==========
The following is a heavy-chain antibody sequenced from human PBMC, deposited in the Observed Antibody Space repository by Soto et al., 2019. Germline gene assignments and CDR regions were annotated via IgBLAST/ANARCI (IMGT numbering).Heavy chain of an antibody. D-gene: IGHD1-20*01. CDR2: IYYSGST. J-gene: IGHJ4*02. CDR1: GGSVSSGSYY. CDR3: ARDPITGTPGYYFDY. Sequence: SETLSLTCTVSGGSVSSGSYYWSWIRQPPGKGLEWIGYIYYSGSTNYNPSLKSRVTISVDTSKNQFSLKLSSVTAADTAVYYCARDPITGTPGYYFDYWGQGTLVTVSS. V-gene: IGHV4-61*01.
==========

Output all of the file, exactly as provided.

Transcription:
The following is a heavy-chain antibody sequenced from human PBMC, deposited in the Observed Antibody Space repository by Soto et al., 2019. Germline gene assignments and CDR regions were annotated via IgBLAST/ANARCI (IMGT numbering).Heavy chain of an antibody. D-gene: IGHD1-20*01. CDR2: IYYSGST. J-gene: IGHJ4*02. CDR1: GGSVSSGSYY. CDR3: ARDPITGTPGYYFDY. Sequence: SETLSLTCTVSGGSVSSGSYYWSWIRQPPGKGLEWIGYIYYSGSTNYNPSLKSRVTISVDTSKNQFSLKLSSVTAADTAVYYCARDPITGTPGYYFDYWGQGTLVTVSS. V-gene: IGHV4-61*01.